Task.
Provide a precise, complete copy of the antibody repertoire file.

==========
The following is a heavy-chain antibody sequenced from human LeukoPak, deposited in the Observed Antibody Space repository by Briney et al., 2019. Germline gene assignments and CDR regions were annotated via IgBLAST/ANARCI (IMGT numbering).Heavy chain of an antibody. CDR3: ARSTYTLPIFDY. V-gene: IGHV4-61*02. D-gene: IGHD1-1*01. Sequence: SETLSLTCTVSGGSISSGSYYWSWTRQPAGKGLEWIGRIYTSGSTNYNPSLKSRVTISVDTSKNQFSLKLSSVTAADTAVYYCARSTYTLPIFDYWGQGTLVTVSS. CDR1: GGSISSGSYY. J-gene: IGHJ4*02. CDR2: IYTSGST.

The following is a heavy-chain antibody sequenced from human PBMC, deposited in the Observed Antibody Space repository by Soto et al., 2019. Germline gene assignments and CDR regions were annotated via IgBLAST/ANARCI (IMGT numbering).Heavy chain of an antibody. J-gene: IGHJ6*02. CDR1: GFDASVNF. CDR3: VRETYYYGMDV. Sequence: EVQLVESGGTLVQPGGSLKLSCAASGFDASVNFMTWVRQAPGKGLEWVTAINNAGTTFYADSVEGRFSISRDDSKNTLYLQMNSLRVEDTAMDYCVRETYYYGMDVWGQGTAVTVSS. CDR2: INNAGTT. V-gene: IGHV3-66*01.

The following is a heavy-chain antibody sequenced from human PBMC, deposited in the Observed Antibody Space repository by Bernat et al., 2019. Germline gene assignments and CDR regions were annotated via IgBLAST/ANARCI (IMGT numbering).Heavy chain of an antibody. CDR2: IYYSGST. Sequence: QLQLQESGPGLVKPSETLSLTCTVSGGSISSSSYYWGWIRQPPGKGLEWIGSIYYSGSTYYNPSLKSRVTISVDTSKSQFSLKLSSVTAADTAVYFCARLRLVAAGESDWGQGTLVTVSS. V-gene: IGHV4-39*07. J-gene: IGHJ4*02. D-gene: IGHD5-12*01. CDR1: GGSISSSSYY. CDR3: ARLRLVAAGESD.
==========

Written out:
The following is a heavy-chain antibody sequenced from human LeukoPak, deposited in the Observed Antibody Space repository by Briney et al., 2019. Germline gene assignments and CDR regions were annotated via IgBLAST/ANARCI (IMGT numbering).Heavy chain of an antibody. CDR3: ARSTYTLPIFDY. V-gene: IGHV4-61*02. D-gene: IGHD1-1*01. Sequence: SETLSLTCTVSGGSISSGSYYWSWTRQPAGKGLEWIGRIYTSGSTNYNPSLKSRVTISVDTSKNQFSLKLSSVTAADTAVYYCARSTYTLPIFDYWGQGTLVTVSS. CDR1: GGSISSGSYY. J-gene: IGHJ4*02. CDR2: IYTSGST.

The following is a heavy-chain antibody sequenced from human PBMC, deposited in the Observed Antibody Space repository by Soto et al., 2019. Germline gene assignments and CDR regions were annotated via IgBLAST/ANARCI (IMGT numbering).Heavy chain of an antibody. J-gene: IGHJ6*02. CDR1: GFDASVNF. CDR3: VRETYYYGMDV. Sequence: EVQLVESGGTLVQPGGSLKLSCAASGFDASVNFMTWVRQAPGKGLEWVTAINNAGTTFYADSVEGRFSISRDDSKNTLYLQMNSLRVEDTAMDYCVRETYYYGMDVWGQGTAVTVSS. CDR2: INNAGTT. V-gene: IGHV3-66*01.

The following is a heavy-chain antibody sequenced from human PBMC, deposited in the Observed Antibody Space repository by Bernat et al., 2019. Germline gene assignments and CDR regions were annotated via IgBLAST/ANARCI (IMGT numbering).Heavy chain of an antibody. CDR2: IYYSGST. Sequence: QLQLQESGPGLVKPSETLSLTCTVSGGSISSSSYYWGWIRQPPGKGLEWIGSIYYSGSTYYNPSLKSRVTISVDTSKSQFSLKLSSVTAADTAVYFCARLRLVAAGESDWGQGTLVTVSS. V-gene: IGHV4-39*07. J-gene: IGHJ4*02. D-gene: IGHD5-12*01. CDR1: GGSISSSSYY. CDR3: ARLRLVAAGESD.